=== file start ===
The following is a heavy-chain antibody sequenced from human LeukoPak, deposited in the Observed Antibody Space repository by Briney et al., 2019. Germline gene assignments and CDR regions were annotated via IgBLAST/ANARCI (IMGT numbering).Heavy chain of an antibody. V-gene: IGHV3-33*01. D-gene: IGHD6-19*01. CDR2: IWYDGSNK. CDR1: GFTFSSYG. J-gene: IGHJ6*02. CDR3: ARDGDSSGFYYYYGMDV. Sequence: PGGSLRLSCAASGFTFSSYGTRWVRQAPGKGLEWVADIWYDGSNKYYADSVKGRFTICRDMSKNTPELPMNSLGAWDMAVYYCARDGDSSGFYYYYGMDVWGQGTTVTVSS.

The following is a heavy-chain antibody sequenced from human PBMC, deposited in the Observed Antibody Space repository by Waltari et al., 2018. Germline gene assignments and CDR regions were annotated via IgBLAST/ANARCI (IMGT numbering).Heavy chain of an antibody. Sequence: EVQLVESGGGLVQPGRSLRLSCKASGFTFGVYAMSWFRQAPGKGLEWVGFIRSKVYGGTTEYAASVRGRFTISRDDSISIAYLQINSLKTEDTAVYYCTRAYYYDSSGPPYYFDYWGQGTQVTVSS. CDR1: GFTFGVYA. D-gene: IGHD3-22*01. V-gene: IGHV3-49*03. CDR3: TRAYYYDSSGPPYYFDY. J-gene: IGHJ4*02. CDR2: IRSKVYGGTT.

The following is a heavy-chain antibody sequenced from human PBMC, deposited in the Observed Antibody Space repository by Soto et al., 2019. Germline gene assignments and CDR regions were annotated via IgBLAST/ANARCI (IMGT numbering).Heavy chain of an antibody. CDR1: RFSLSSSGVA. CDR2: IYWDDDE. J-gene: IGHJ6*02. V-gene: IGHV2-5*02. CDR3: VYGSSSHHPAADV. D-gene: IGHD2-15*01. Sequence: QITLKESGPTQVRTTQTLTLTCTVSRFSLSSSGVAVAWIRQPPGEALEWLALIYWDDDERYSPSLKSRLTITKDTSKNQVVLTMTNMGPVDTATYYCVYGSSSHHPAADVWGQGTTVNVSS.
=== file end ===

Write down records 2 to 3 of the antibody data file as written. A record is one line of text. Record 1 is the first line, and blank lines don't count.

The following is a heavy-chain antibody sequenced from human PBMC, deposited in the Observed Antibody Space repository by Waltari et al., 2018. Germline gene assignments and CDR regions were annotated via IgBLAST/ANARCI (IMGT numbering).Heavy chain of an antibody. Sequence: EVQLVESGGGLVQPGRSLRLSCKASGFTFGVYAMSWFRQAPGKGLEWVGFIRSKVYGGTTEYAASVRGRFTISRDDSISIAYLQINSLKTEDTAVYYCTRAYYYDSSGPPYYFDYWGQGTQVTVSS. CDR1: GFTFGVYA. D-gene: IGHD3-22*01. V-gene: IGHV3-49*03. CDR3: TRAYYYDSSGPPYYFDY. J-gene: IGHJ4*02. CDR2: IRSKVYGGTT.

The following is a heavy-chain antibody sequenced from human PBMC, deposited in the Observed Antibody Space repository by Soto et al., 2019. Germline gene assignments and CDR regions were annotated via IgBLAST/ANARCI (IMGT numbering).Heavy chain of an antibody. CDR1: RFSLSSSGVA. CDR2: IYWDDDE. J-gene: IGHJ6*02. V-gene: IGHV2-5*02. CDR3: VYGSSSHHPAADV. D-gene: IGHD2-15*01. Sequence: QITLKESGPTQVRTTQTLTLTCTVSRFSLSSSGVAVAWIRQPPGEALEWLALIYWDDDERYSPSLKSRLTITKDTSKNQVVLTMTNMGPVDTATYYCVYGSSSHHPAADVWGQGTTVNVSS.